The second key in getting through our days of confusion comes from Luke 7:21-22. Instead of focusing on what we don't know, we should be putting our full trust and faith into what we do know. Isaiah 26:3 states, "Thou wilt keep him in perfect peace, whose mind is stayed on thee: because he trusteth in thee." We have to be laser focused on the Lord during difficult days because the enemy loves to prey on weak, unsure believers when they are in their lowest stages. It's important to note how Jesus responded to the disciples of John when asked what to tell their teacher when they returned. The Lord said to tell John of the things they had "seen and heard." This is true for us as well. When we get down and feel defeated we have to rehearse the faithfulness the Lord has shown and taught us over time. One of the important parts of that spiritual exercise is rehearsing in our minds who Jesus really is. The Bible gives specific names to the Lord and it's crucial for us to rehearse those names when the enemy tempts us to forget who He is. Scripture refers to Jesus in the as "Emanuel," which means "God with us." In the Old Testament, the Lord is referred to in the book of Ezekiel as "Jehovah Shammah," meaning "the Lord is there."

These names have great meaning and encouragement for us because in the dog days of confusion we need to remind ourselves that the Lord is on the scene! Where was Jesus when the blind needed sight, the lame needed strength, the lepers needed cleansing, the deaf needed sound, and the poor needed a preacher? The answer is, He was there! The Lord was there on the mountain when Abraham needed a better sacrifice. The Lord was there in the reeds of the Nile as Moses's mother laid him in a basket for safety. The Lord was there with Joshua as he marched around the walls of Jericho. The Lord was there in the valley as David ran toward Goliath. The Lord was there in the lion's den with Daniel and in the fiery furnace with the three Hebrew boys. The Lord was there at the rebuilt wall with Nehemiah. The Lord was there at Lazarus' tomb. The Lord was there walking on the water in the disciple's storm. The Lord was there at the bedside of Jairus' daughter. The Lord was there at the well for the woman drawing water. The Lord was also there on a cross when you and I needed a Savior. Friends, I want to remind you to rehearse the things we know about Jesus and one thing we know for certain is that in our days of confusion HE IS THERE!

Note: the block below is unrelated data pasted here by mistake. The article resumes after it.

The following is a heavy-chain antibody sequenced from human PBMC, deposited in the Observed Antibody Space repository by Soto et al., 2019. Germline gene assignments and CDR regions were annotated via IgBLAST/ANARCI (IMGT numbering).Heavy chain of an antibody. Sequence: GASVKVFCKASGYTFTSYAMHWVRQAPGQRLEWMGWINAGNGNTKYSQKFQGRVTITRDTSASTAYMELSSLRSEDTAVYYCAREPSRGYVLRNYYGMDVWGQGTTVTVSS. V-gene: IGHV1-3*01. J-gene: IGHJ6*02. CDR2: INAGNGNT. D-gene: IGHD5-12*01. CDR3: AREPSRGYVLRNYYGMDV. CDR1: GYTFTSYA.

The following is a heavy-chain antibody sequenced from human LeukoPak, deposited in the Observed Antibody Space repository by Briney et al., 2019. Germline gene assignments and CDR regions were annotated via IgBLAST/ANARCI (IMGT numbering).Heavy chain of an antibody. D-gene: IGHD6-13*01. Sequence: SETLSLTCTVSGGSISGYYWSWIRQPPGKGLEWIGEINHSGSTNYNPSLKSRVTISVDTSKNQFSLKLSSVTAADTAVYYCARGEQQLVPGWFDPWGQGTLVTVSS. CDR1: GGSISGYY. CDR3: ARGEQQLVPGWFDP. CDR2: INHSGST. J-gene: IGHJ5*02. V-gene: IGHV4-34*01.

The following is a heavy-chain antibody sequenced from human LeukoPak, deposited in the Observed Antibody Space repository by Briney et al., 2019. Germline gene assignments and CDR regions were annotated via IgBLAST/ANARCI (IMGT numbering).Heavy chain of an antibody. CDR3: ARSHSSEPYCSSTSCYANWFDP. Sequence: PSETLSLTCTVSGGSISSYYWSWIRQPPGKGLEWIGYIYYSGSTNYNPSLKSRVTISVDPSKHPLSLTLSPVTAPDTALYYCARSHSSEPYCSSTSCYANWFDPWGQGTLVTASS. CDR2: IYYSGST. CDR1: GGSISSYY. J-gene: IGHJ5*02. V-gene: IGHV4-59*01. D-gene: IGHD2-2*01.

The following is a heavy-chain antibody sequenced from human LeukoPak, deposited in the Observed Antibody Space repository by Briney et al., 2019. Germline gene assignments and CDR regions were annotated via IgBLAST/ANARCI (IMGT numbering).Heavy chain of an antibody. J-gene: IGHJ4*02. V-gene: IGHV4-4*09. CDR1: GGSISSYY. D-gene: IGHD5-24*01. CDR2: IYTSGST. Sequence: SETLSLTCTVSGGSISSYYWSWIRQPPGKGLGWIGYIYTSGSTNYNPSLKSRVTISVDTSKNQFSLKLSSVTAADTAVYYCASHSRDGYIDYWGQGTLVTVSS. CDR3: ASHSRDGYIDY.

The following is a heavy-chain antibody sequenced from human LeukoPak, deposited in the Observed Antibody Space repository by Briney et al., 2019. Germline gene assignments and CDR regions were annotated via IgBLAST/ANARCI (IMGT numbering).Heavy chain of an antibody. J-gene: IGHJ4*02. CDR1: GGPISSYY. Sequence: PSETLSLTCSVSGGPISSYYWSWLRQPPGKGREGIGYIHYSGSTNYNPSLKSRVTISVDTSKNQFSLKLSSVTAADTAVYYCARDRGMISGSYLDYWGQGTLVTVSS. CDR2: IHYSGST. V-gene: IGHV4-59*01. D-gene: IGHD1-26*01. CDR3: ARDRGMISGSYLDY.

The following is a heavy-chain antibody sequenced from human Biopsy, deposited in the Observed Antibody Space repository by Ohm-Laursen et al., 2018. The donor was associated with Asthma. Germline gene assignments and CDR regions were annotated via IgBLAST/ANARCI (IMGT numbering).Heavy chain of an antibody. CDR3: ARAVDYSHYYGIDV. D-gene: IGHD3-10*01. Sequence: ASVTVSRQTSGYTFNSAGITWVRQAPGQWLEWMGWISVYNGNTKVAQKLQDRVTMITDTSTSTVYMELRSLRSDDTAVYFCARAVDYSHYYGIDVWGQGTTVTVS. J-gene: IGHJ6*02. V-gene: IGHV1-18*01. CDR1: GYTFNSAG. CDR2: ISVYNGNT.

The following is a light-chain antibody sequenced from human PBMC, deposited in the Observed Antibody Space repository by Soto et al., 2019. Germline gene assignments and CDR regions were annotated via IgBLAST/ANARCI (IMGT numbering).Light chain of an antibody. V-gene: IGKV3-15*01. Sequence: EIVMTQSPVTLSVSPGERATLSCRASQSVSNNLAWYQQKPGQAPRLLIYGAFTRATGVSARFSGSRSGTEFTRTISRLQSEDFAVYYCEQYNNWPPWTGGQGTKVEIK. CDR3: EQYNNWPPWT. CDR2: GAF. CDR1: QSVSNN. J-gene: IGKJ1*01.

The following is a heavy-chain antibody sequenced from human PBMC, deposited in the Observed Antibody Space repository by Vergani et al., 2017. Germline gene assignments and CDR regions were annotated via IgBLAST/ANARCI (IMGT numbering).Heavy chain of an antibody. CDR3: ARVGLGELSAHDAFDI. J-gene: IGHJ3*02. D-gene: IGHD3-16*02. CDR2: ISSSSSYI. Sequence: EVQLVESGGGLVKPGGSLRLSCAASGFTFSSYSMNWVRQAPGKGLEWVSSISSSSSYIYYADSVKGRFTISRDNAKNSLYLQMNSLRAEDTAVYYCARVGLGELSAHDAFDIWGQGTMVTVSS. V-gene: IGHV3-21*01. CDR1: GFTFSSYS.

The third and final key found in Luke 7 is located in verse 23. Jesus knew His ministry was offensive to many. Jewish leaders and teachers were appalled by Him. Roman authorities saw Him as an insurrectionist. Many others had their expectations set on a political conqueror, only to be disappointed by a carpenter's son. Jesus is what we would call in today's terms a "non-conformist." Proverbs 3:5 reminds us to "Trust in the Lord with all thine heart; and lean not unto thine own understanding." This passage would have rang loud and clear in John's heart as the answer to His question came back from Jesus. Instead of being let down by not getting the answer we wanted to hear, Jesus says we are "blessed" if we aren't "offended" by Him. You see, when we choose to lean on our "own understanding" we are on shaky ground at best, but if we trust the Lord with all our heart we are committing to not being offended by Christ, regardless of the answer He gives us.

Not surprisingly, we live in a generation where Jesus is seen as offense and a stumbling block on the road to willful sinning. The Lord, however, stands in the way of carnality and wickedness and it's the goal of the enemy and all those who are unrepentant to remove this "offensive" man named Jesus so that they may worship at the altars of pleasure and self. The true Christian does not view Jesus as a stumbling block, but as the cornerstone of their life. He is not a roadblock, but a Redeemer and the only hope we have in this life. Don't be offended by the answer Jesus gives just because you don't see things clearly in the moment. Believers, stay the course. Keep the faith. Fight the good fight and trust more deeply than you ever have because "Blessed is he, whosoever shall not be offended in me."...even during the dog days of confusion.